blackbirdonline journalSpring 2016  Vol. 15 No. 1
an online journal of literature and the arts
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Review | Thief in the Interior, by Phillip B. Williams
Alice James Books, 2016

spacer Thief in the Interior, by Phillip B. Williams

Phillip B. Williams’s Thief in the Interior calls out with the strong, passionate voice a debut collection of poetry needs, but also flexes a robust musculature. The poet displays profound ability in traditional form, as well as a talent for experimentation. His series of “Inheritance” poems and the long piece, “Witness”—two of the structural pillars around which the collection is built—innovate in ways that defy excerpting. They gracefully walk the line between convolution and intuition, and must be experienced as physical constructions on the page. This balance between tradition and liberation exemplifies Thief in the Interior, its poetry of surrender and defiance.

As Williams distorts and crafts the page, so does he warp time through his poems. In “Witness,” for example, the present moment stretches and bunches around the murder of nineteen-year-old Rashawn Brazell to a devastating effect. Following the example set forth by Mary Cornish’s poem “Fifteen Moving Parts,” the section “Witness: the duffel bag recalls dismemberment” opens by quickly casting its scene like a fistful of dice (“Once to the subway, twice to the recycling plant, / I was carried then emptied of my gift”), then unpacks each moment in dizzying detail:

Once to the subway, I was left near a trash bag by my carrier. When he held me,we didn’t speak to one another. I don’t know his story.

I was carried then emptied of everything I knew: hammer, flathead, monkeywrench toenail clipper, Bible against the cross of a tire iron, a knife for each Commandment.

Zeno’s paradox states that an arrow will travel half the distance between the archer and its target, then travel half the distance between that midpoint and the target, then half the remaining distance, over and over into infinity, never striking. Similarly, Williams’ work bifurcates time again and again, creating eternity from a single moment. Until the speaker attempts to enjoy an all-too-brief moment of pleasure, that is, as in “Do-rag”:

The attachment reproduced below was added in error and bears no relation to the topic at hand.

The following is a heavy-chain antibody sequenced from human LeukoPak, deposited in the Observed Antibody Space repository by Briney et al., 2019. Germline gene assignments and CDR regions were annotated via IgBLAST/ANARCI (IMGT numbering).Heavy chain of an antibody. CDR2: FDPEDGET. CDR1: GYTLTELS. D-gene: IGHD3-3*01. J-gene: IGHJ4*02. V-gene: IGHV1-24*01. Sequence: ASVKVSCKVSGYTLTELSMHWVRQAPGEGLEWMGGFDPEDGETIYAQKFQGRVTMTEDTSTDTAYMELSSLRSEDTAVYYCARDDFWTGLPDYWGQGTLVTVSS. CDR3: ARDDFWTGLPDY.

You don’t
like me but still invite me into your home
when your homies aren’t near

enough to hear us crash into each other
like hours.

Suddenly, time collapses on itself, sucking the moment’s joy into a singularity as the speaker reflects “ . . . I do not exist to you // outside this room” and another drawn-out moment of pain commences.

The silence that accompanies the violence in Thief in the Interior emerges from unexpected sources and unsettles the reader. We anticipate inaction from people—dismal though that sentiment may be—but when the natural and spiritual worlds offer no solace, it astounds, as in “Of Contour, of Cadence”:

Resist, don’t: the difference between what one thinks
the magnolias say—branches applauding
some animal act below—and what
they actually say . . . nothing

The effect surprises doubly, as the speaker takes such care in personifying the magnolias and other inanimate objects before stupefying them. Even the Almighty, as we see in “God as a Failed Figuration,” offers little by way of comfort. After a brief, impotent flash of lightning, the poem concludes, “From his weary blues / blues spill out but nothing around can / define how. Emptily, the blues signify.” Rather than meaning from nothing, we find nothing in meaning.

As duffel bags and magnolias attain person-like eminence, the human body degenerates, becomes little more than a container for the influence of others. “Watch boys be forced / into men,” “A Survey of Masculinity” commands, “by men who’ve forgotten their own / forcing.” Perpetuate and forget. If everyone hurts, then no one hurts. The broken logic of a fatally flawed value system infiltrates and spreads, as in “Apotheosis”:

Faggot was a thought

that snuck inside me, was put inside me,
and all the fields inside me turned Greek,

meaning tragic, meaning its beasts
were hybrid and hard to slay:

Perhaps we never truly slay these monsters—a task too daunting to ask of one hero—but Williams’ speaker survives and emerges from them, shedding wolf hide and guts in the collection’s final poem, “Birth of the Doppelgänger”:

My new self
bled out from the old self. I left

behind a husk pricked by daggers
of wood and lungs drunk off exhaust.

One imagines this rebirth might mirror the process of crafting Thief in the Interior—onerous self-assessment followed by creation.

Early in this collection, “Then as Proof the Land” begins, “Because when I write ‘tree’ I mean fire / of autumn.” That line break contains multitudes. The pause conjures burning destruction. When the eye drops to the next line, though, a small miracle occurs. The thought resolves itself, transforming flames into light filtered through a fall day. Philip B. Williams works this magic throughout Thief in the Interior, taking his reader past the brink of devastation—where many writers would safely pause, considering their task accomplished—into spiritual oblivion, and then lights upon some small, crucial piece of beauty. Thief in the Interior damns and redeems, and represents a truly worthwhile literary experience.  

Phillip B. Williams is the author of Thief in the Interior (Alice James Book, 2016), Burn (YesYes Books, 2013), and the chapbook Bruised Gospels (Arts in Bloom Inc., 2011), which won BLOOM’s inaugural chapbook competition. His work has appeared or is forthcoming in Callaloo, The Southern Review, Painted Bride Quarterly, Sou’wester, and other journals. Williams has received fellowships from Cave Canem and a work-study scholarship in poetry from Bread Loaf Writer’s Conference. He is the poetry editor of the online journal Vinyl Poetry (YesYes Books).


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